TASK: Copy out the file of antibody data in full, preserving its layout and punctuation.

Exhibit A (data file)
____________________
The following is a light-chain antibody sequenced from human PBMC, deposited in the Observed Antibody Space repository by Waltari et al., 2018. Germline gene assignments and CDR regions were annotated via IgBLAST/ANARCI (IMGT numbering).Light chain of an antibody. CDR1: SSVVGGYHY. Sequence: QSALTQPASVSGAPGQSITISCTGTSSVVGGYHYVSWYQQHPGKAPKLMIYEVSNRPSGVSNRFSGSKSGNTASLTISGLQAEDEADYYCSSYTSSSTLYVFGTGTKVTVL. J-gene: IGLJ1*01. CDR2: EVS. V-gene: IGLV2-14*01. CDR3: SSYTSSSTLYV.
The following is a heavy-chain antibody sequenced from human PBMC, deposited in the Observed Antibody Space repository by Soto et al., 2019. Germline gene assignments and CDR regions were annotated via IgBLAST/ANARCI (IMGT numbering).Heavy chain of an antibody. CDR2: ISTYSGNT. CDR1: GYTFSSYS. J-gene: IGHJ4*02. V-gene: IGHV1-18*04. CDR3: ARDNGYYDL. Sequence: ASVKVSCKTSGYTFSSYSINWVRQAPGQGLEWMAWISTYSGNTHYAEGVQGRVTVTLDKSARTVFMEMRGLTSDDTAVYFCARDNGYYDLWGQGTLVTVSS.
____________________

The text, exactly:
The following is a light-chain antibody sequenced from human PBMC, deposited in the Observed Antibody Space repository by Waltari et al., 2018. Germline gene assignments and CDR regions were annotated via IgBLAST/ANARCI (IMGT numbering).Light chain of an antibody. CDR1: SSVVGGYHY. Sequence: QSALTQPASVSGAPGQSITISCTGTSSVVGGYHYVSWYQQHPGKAPKLMIYEVSNRPSGVSNRFSGSKSGNTASLTISGLQAEDEADYYCSSYTSSSTLYVFGTGTKVTVL. J-gene: IGLJ1*01. CDR2: EVS. V-gene: IGLV2-14*01. CDR3: SSYTSSSTLYV.
The following is a heavy-chain antibody sequenced from human PBMC, deposited in the Observed Antibody Space repository by Soto et al., 2019. Germline gene assignments and CDR regions were annotated via IgBLAST/ANARCI (IMGT numbering).Heavy chain of an antibody. CDR2: ISTYSGNT. CDR1: GYTFSSYS. J-gene: IGHJ4*02. V-gene: IGHV1-18*04. CDR3: ARDNGYYDL. Sequence: ASVKVSCKTSGYTFSSYSINWVRQAPGQGLEWMAWISTYSGNTHYAEGVQGRVTVTLDKSARTVFMEMRGLTSDDTAVYFCARDNGYYDLWGQGTLVTVSS.